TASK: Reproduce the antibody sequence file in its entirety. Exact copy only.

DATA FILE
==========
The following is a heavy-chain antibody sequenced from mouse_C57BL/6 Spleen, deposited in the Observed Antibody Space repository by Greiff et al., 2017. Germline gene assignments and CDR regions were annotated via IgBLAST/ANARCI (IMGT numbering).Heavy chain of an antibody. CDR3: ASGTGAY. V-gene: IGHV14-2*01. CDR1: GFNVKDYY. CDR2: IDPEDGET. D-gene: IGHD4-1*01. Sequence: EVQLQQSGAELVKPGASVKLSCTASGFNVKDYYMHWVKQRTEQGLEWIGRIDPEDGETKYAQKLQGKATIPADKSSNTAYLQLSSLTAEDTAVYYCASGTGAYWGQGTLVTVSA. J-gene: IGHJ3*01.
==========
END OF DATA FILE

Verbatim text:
The following is a heavy-chain antibody sequenced from mouse_C57BL/6 Spleen, deposited in the Observed Antibody Space repository by Greiff et al., 2017. Germline gene assignments and CDR regions were annotated via IgBLAST/ANARCI (IMGT numbering).Heavy chain of an antibody. CDR3: ASGTGAY. V-gene: IGHV14-2*01. CDR1: GFNVKDYY. CDR2: IDPEDGET. D-gene: IGHD4-1*01. Sequence: EVQLQQSGAELVKPGASVKLSCTASGFNVKDYYMHWVKQRTEQGLEWIGRIDPEDGETKYAQKLQGKATIPADKSSNTAYLQLSSLTAEDTAVYYCASGTGAYWGQGTLVTVSA. J-gene: IGHJ3*01.